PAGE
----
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Learn CSS, part 2: Units of Measurement


In this second article in a multi-part series covering Cascading Style Sheets (CSS), we will discuss units of measurement for establishing the size of certain elements in your Web page. You will learn the difference between absolute and relative units of measurement, and which ones are better to use for particular purposes.

Author Info:
By: Michael Youssef
Rating: 5 stars5 stars5 stars5 stars5 stars / 31
May 23, 2005
TABLE OF CONTENTS:
  1. · Learn CSS, part 2: Units of Measurement
  2. · Using Pixels
  3. · Using em and ex
  4. · Using Percentage
  5. · Using Absolute Measurement Units

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Learn CSS, part 2: Units of Measurement - Using Absolute Measurement Units
(Page 5 of 5 )

What we have been discussing until now are the relative measurement units. It's time to discuss the absolute measurement units which are assumed to be realistic in terms of actual size (I will talk about that shortly). The supported absolute measurement units are cm, mm, in, pt and pc. Let's see an example, then talk more about these units.

body
{
  font-family: Tahoma;
  color: blue;
}

h1
{
  font-size: 15pt;
  background-color: aqua;
}

p
{
  font-size: 1pc;
}

And the HTML code is as follows:

<!DOCTYPE html PUBLIC "-//W3C//DTD HTML 4.01 Transitional//EN">
<html>
  <head>
    <link rel="stylesheet" href="paragraph.css" type="text/css">
  <title>Measurement Units with CSS</title>
  </head>
  <body>
    <h1>What's CSS?</h1>
    <p>
      CSS is a powerful formatting language for the web that is being used
with markup languages like HTML, XHTML and XML and that's because the
natural of the language. CSS uses the markup element name for applying
formatting styles.
    </p>
    <h1>CSS and Markup Languages</h1>
    <p>
You can't use css as a stand-alone styling language because you
need something to style, like HTML or XHTML page.
    </p>
  </body>
</html>
 

Here's the result:

In this example I have used points (1 point is equal to 1/72 of an inch) and picas (1 pica is equal to 1/6 of inch, which in this case means 12 pixels) to set the font size for the h1 and p selectors respectively. So do you think that the <h1> elements in the above web page are really 15 points in size? How do computers measure inches? The computer would need to do so, to calculate the pt and pc units. The truth is, computers can't easily measure or calculate real inches like the ones you see on a ruler. This means that the absolute measurement units are inconsistent.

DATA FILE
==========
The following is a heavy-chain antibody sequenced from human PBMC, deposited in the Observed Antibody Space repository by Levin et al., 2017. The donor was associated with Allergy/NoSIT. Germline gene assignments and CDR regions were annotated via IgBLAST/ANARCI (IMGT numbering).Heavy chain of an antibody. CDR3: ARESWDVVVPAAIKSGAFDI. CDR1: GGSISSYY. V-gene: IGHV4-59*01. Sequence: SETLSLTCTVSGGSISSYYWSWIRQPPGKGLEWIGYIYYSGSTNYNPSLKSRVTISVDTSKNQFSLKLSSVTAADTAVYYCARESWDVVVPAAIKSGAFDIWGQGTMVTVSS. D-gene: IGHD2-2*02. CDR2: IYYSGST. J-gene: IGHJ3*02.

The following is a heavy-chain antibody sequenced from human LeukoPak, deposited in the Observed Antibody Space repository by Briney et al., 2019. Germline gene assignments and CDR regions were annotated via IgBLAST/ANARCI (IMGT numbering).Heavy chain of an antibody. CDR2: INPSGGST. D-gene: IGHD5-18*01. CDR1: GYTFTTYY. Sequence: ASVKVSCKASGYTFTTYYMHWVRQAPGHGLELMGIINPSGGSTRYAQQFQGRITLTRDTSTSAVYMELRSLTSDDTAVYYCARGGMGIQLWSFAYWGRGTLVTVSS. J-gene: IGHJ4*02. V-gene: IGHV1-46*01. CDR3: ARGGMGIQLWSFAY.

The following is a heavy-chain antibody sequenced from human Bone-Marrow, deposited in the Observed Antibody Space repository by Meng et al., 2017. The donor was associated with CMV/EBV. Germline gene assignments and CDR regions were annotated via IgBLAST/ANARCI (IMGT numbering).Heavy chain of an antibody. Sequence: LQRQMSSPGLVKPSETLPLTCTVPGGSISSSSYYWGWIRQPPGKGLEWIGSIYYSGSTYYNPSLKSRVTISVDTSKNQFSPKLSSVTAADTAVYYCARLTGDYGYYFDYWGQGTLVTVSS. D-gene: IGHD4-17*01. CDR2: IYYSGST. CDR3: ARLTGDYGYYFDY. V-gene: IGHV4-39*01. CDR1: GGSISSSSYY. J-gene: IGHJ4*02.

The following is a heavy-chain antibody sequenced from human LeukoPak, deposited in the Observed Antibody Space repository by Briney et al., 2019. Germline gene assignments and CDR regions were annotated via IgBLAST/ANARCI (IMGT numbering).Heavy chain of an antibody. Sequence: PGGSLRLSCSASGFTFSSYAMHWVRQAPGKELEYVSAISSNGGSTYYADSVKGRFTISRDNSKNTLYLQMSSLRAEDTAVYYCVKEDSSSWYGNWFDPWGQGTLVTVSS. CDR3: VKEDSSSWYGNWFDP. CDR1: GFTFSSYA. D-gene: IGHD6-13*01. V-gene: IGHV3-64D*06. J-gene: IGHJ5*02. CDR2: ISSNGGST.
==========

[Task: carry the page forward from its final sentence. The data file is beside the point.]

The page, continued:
You will be surprised to learn that computers measure inches based on pixels (and after calculating the inch, you can calculate the other absolute units). Windows defines one inch as equal to 96 Pixels. Because the size of each pixel is difficult to know (because you have the option to change your screen resolution, which changes the size of the pixel) one inch isn't really 96 pixels. Other operating systems, such as Apple's Mac OS X, define one inch as 72 pixels.

So the size of an "inch" in a browser window is far from the inch of the ruler, because the size of the pixel is determined by the screen resolution. If the resolution is 800 x 600 and you set the value of some selector's width property to eight inches, it will cover almost all of the client's area -- but if you change the screen resolution to 1024 x 768, you will find that the element's width (the selector width) covers less area. Because of the consistency problems associated with absolute measurement units, we don't use them to design Web pages. 

So we will be using pixels for sizing images, borders, margins and other positioning and layout tasks; we will be using em and percentage for font size because this allows the user to resize the text; and we will avoid using absolute measurement units for Web pages.


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